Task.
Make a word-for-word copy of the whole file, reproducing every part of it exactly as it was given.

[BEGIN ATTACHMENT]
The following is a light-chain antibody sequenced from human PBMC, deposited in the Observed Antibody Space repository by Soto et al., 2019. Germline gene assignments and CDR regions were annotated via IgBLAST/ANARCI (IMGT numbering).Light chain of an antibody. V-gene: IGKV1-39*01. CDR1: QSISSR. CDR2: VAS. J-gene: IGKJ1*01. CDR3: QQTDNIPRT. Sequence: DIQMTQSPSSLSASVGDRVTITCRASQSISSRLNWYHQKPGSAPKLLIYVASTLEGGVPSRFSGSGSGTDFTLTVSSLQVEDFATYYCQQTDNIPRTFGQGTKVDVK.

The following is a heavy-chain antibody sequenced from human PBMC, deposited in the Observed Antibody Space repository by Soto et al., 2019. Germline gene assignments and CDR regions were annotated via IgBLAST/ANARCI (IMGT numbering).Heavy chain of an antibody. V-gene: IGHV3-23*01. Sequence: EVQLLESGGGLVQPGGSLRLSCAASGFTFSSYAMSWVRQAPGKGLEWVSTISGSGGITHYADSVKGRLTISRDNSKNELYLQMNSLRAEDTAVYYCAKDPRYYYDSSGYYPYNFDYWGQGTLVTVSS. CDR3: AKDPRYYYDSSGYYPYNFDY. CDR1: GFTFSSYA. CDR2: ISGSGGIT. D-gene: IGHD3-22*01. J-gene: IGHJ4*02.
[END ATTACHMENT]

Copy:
The following is a light-chain antibody sequenced from human PBMC, deposited in the Observed Antibody Space repository by Soto et al., 2019. Germline gene assignments and CDR regions were annotated via IgBLAST/ANARCI (IMGT numbering).Light chain of an antibody. V-gene: IGKV1-39*01. CDR1: QSISSR. CDR2: VAS. J-gene: IGKJ1*01. CDR3: QQTDNIPRT. Sequence: DIQMTQSPSSLSASVGDRVTITCRASQSISSRLNWYHQKPGSAPKLLIYVASTLEGGVPSRFSGSGSGTDFTLTVSSLQVEDFATYYCQQTDNIPRTFGQGTKVDVK.

The following is a heavy-chain antibody sequenced from human PBMC, deposited in the Observed Antibody Space repository by Soto et al., 2019. Germline gene assignments and CDR regions were annotated via IgBLAST/ANARCI (IMGT numbering).Heavy chain of an antibody. V-gene: IGHV3-23*01. Sequence: EVQLLESGGGLVQPGGSLRLSCAASGFTFSSYAMSWVRQAPGKGLEWVSTISGSGGITHYADSVKGRLTISRDNSKNELYLQMNSLRAEDTAVYYCAKDPRYYYDSSGYYPYNFDYWGQGTLVTVSS. CDR3: AKDPRYYYDSSGYYPYNFDY. CDR1: GFTFSSYA. CDR2: ISGSGGIT. D-gene: IGHD3-22*01. J-gene: IGHJ4*02.